A grim outlook for labour
RECENTLY Piler, which has been conducting useful research on labour issues, released its latest report titled Denial and Discrimination: Labour Rights in Pakistan. Written by Zeenat Hisam, this report sheds light on the labour sector in the country and provides valuable information for those looking into the status of workers and how the labour movement is faring.
What is most striking about labour rights in Pakistan today is the wide gap between constitutional provisions and legal obligations on the one hand and the situation on the ground on the other. If one looks up the Constitution and the ILO conventions to which Pakistan is a signatory, the impression — false of course — one gets is that the workers in this country have never had it so good.
Five articles in the Constitution specifically provide for labour-centric rights. They prohibit forced labour and child labour; provide for the right to form unions; ensure the right of a citizen to work and choose his profession; speak of equality before law; and provide for humane conditions of work.
Pakistan has also signed and ratified 35 labour conventions that oblige the government to adopt laws to ensure that the workers’ rights are duly protected. In that case, one needs to ponder why the status of labour in Pakistan is so dismal.
What is of greater concern is that the situation is gradually deteriorating and there is little hope that matters will improve in the coming years. Piler’s report paints a grim picture of what is happening on this front. The issue is closely related to politics — the progress towards a democratic dispensation — and the state of the economy. On both scores there is little to give rise to hope. Given the struggle for power that we are witnessing today one cannot expect Pakistan to be converted into a representative constitutional state where human rights are guaranteed — the victory of the judiciary in the Chief Justice’s reference case notwithstanding. Not only are the existing laws not implemented, many of them are trampled upon by powerful rulers.
Take the case of labour laws. Pakistan ratified the UN Convention on the Rights of the Child in 1990 and the ILO convention on child labour in 2001 and adopted the Employment of Children Act 1991 that banned the employment of children in 29 (later increased to 34) hazardous occupations.
Today Pakistan has 3.06 million child workers as compared to 2.12 million 10 years ago and many of them are working in industries classified as hazardous, such as carpet weaving, bangle-making, rag-picking and so on.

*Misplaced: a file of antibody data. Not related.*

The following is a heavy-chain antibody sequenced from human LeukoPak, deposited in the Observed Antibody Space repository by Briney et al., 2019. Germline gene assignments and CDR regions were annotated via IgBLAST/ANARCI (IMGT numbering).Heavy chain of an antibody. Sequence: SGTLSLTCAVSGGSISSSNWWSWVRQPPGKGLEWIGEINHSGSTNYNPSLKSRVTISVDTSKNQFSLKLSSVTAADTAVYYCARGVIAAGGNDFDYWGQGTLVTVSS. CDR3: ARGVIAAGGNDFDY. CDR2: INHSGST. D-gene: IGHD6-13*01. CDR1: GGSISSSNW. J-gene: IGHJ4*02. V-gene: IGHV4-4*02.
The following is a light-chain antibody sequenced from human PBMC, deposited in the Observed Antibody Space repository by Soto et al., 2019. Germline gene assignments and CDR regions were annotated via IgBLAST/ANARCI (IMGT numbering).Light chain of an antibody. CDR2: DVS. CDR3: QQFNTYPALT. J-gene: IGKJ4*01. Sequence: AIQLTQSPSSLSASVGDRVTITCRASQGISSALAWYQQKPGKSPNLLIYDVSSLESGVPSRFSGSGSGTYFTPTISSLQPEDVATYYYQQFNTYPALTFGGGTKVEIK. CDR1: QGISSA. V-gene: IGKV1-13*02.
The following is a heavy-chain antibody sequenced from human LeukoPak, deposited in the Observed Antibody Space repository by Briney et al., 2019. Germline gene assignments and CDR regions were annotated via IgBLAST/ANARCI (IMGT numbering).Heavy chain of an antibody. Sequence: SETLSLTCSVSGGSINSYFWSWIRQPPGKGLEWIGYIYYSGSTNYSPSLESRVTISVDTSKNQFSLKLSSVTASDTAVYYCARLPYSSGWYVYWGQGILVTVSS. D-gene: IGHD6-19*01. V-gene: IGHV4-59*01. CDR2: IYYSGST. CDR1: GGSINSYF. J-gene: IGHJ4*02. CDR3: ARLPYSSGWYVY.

Similarly, bonded labour flourishes in spite of the laws and court judgments banning it. It is plain that labour laws can be fully implemented only when democratic political structures are introduced and strengthened. Thus alone will it be possible to enforce the existing laws.
How blatantly the Constitution has been violated to the disadvantage of labour is apparent from the move of the government to introduce changes in labour laws through the Finance Bill in 2006.
Through this piece of legislation, that is intended to facilitate the implementation of the budget proposals, the government increased the working hours, allowed employers to make women work till 10pm, added the contract worker to the definition of worker and limited the application of EOBI to institutions employing more than 20 workers. This was possible because the National Assembly has acted as a rubberstamp body and did not try to resist this move.
Similarly, to bypass the constitutional requirement of bringing the Industrial Relations Ordinance 2002 before the Assembly to be adopted as a law or be re-promulgated every four months, Article 270-AA was introduced through the Legal Framework Order and the ordinance was deemed to have become a law.
This devious approach was found to be necessary because IRO-2002 placed restrictions on labour rights and also checked the workers’ right to freedom of association and collective bargaining. These moves were possible because Pakistan was under military rule that gave the government the power to act arbitrarily.
Economic conditions in the country have also placed labour at a disadvantage and weakened its bargaining power. The unemployment rate in Pakistan has increased over the years. According to Piler’s report, in 1974-75 the strength of the labour force stood at 20.4 million and the unemployment rate stood at 1.9 per cent.
In 2003-04, the number of workers had more than doubled to 45 million and the rate of joblessness had jumped up to 7. 3 per cent. A large pool of unemployed workers looking for a job enables the employer to exploit the situation and keep wages low.
The growing incidence of child labour — from 3.4 per cent to 5.5 per cent of the labour force in the above mentioned period and 5.5 per cent today — also allows the employer to manipulate the workers since they are more vulnerable.